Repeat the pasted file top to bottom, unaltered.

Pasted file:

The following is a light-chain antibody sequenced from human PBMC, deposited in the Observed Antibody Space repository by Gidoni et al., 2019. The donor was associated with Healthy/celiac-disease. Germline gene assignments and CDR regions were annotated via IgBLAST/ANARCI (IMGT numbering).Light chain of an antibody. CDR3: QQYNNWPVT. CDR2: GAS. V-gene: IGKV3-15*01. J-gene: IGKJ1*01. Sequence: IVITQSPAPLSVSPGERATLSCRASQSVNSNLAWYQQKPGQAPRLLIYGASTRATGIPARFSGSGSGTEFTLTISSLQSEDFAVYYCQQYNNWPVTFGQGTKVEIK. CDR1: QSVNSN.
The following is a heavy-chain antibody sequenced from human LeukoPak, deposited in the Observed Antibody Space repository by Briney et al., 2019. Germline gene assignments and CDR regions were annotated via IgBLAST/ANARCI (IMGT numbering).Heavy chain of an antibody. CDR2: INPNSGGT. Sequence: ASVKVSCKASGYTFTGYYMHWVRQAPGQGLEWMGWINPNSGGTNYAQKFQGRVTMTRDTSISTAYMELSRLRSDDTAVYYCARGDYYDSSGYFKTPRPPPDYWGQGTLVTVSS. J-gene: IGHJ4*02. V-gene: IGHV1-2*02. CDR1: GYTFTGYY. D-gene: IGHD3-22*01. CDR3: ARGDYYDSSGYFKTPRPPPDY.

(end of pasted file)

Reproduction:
The following is a light-chain antibody sequenced from human PBMC, deposited in the Observed Antibody Space repository by Gidoni et al., 2019. The donor was associated with Healthy/celiac-disease. Germline gene assignments and CDR regions were annotated via IgBLAST/ANARCI (IMGT numbering).Light chain of an antibody. CDR3: QQYNNWPVT. CDR2: GAS. V-gene: IGKV3-15*01. J-gene: IGKJ1*01. Sequence: IVITQSPAPLSVSPGERATLSCRASQSVNSNLAWYQQKPGQAPRLLIYGASTRATGIPARFSGSGSGTEFTLTISSLQSEDFAVYYCQQYNNWPVTFGQGTKVEIK. CDR1: QSVNSN.
The following is a heavy-chain antibody sequenced from human LeukoPak, deposited in the Observed Antibody Space repository by Briney et al., 2019. Germline gene assignments and CDR regions were annotated via IgBLAST/ANARCI (IMGT numbering).Heavy chain of an antibody. CDR2: INPNSGGT. Sequence: ASVKVSCKASGYTFTGYYMHWVRQAPGQGLEWMGWINPNSGGTNYAQKFQGRVTMTRDTSISTAYMELSRLRSDDTAVYYCARGDYYDSSGYFKTPRPPPDYWGQGTLVTVSS. J-gene: IGHJ4*02. V-gene: IGHV1-2*02. CDR1: GYTFTGYY. D-gene: IGHD3-22*01. CDR3: ARGDYYDSSGYFKTPRPPPDY.